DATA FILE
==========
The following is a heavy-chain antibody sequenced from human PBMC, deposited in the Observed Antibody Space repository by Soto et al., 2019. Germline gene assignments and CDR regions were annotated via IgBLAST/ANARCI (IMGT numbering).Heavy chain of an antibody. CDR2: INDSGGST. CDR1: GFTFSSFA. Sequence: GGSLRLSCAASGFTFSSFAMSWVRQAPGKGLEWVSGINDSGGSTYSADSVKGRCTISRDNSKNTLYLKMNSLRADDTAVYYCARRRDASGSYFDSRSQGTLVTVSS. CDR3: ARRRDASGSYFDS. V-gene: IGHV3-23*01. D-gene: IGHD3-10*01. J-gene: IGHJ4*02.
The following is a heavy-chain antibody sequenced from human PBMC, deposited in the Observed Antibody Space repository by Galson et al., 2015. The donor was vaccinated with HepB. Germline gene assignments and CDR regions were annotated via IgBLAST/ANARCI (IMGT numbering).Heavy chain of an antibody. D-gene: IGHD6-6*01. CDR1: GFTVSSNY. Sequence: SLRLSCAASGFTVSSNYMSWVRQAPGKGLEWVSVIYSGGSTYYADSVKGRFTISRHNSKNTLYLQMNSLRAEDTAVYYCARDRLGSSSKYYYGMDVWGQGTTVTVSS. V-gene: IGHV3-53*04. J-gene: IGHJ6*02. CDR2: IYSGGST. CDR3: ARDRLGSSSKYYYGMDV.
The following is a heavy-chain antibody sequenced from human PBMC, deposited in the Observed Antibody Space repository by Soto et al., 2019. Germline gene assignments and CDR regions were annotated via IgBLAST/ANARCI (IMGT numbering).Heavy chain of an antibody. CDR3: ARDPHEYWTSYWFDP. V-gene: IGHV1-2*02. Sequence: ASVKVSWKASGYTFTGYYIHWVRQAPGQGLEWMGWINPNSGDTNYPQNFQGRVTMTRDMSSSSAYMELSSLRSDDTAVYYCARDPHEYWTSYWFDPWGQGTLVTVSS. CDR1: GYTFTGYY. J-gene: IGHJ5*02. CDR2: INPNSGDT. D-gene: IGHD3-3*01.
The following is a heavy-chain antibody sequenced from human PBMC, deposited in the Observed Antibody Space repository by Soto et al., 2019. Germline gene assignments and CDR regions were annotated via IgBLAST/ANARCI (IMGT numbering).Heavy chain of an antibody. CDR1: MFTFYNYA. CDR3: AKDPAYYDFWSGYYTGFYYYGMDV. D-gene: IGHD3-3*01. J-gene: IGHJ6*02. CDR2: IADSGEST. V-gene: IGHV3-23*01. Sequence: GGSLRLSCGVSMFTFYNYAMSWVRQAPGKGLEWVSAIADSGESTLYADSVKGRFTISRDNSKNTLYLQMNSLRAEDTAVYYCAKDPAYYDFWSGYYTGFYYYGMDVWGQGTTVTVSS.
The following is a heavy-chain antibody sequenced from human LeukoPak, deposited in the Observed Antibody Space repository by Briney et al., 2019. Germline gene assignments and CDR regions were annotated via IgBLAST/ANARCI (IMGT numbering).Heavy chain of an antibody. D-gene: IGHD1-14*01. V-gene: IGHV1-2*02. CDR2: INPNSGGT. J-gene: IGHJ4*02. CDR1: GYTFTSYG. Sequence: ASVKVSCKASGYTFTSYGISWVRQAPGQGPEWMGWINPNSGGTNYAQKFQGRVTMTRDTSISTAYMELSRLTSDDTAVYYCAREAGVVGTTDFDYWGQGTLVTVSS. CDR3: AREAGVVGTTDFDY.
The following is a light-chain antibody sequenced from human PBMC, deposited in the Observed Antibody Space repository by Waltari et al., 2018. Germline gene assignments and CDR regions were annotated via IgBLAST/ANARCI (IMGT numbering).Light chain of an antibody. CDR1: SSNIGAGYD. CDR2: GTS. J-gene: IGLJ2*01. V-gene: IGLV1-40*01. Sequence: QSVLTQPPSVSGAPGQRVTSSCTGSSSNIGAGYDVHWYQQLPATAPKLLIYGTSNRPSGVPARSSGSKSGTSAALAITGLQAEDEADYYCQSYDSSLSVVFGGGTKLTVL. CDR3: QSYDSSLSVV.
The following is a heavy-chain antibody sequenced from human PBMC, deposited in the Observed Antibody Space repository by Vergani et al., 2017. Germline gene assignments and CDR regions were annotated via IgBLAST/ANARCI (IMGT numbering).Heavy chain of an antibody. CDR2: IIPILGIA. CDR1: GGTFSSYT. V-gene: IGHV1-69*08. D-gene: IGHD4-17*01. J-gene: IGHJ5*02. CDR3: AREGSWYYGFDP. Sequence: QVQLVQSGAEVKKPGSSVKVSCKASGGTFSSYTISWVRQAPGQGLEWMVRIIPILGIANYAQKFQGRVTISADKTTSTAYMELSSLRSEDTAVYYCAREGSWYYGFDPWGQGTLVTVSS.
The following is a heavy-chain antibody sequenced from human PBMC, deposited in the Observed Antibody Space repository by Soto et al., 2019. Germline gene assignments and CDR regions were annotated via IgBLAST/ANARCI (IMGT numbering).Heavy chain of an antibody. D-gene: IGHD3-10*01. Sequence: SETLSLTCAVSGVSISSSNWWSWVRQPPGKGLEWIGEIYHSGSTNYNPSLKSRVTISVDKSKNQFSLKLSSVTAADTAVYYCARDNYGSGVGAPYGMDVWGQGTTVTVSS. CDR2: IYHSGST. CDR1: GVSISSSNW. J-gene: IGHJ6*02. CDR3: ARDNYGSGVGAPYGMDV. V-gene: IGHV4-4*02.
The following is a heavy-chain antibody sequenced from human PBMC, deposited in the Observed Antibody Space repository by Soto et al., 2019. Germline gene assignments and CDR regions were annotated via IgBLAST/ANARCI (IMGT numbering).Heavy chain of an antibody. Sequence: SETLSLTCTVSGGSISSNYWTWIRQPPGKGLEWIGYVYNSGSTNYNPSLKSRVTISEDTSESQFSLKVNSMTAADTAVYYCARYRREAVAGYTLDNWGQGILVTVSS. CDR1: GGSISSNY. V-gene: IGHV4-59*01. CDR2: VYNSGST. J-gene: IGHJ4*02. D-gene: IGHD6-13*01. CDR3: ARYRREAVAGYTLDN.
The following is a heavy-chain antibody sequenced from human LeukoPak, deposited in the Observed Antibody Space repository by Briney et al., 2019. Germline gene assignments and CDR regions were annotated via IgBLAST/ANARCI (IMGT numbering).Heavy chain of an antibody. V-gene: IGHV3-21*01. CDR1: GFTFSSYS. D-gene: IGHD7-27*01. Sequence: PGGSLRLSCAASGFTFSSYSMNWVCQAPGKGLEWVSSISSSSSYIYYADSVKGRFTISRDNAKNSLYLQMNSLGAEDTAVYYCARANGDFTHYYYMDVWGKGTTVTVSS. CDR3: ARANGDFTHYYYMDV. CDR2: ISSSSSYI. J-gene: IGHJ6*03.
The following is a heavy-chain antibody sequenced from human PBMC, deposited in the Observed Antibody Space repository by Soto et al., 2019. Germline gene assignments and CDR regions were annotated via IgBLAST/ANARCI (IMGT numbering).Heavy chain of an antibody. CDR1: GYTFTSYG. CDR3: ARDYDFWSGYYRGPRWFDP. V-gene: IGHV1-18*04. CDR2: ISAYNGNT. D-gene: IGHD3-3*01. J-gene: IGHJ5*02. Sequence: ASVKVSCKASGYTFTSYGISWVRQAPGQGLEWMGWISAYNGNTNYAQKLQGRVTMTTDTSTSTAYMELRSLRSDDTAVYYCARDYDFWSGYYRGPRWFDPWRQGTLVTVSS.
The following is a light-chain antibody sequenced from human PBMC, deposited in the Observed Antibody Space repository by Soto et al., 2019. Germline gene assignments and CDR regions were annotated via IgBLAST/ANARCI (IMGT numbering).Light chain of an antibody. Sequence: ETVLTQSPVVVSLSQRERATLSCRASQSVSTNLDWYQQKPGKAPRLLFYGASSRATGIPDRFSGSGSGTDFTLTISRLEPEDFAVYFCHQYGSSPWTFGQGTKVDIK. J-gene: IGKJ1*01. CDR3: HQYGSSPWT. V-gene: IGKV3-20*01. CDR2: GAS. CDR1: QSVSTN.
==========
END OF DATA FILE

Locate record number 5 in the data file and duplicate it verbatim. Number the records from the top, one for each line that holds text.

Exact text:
The following is a heavy-chain antibody sequenced from human LeukoPak, deposited in the Observed Antibody Space repository by Briney et al., 2019. Germline gene assignments and CDR regions were annotated via IgBLAST/ANARCI (IMGT numbering).Heavy chain of an antibody. D-gene: IGHD1-14*01. V-gene: IGHV1-2*02. CDR2: INPNSGGT. J-gene: IGHJ4*02. CDR1: GYTFTSYG. Sequence: ASVKVSCKASGYTFTSYGISWVRQAPGQGPEWMGWINPNSGGTNYAQKFQGRVTMTRDTSISTAYMELSRLTSDDTAVYYCAREAGVVGTTDFDYWGQGTLVTVSS. CDR3: AREAGVVGTTDFDY.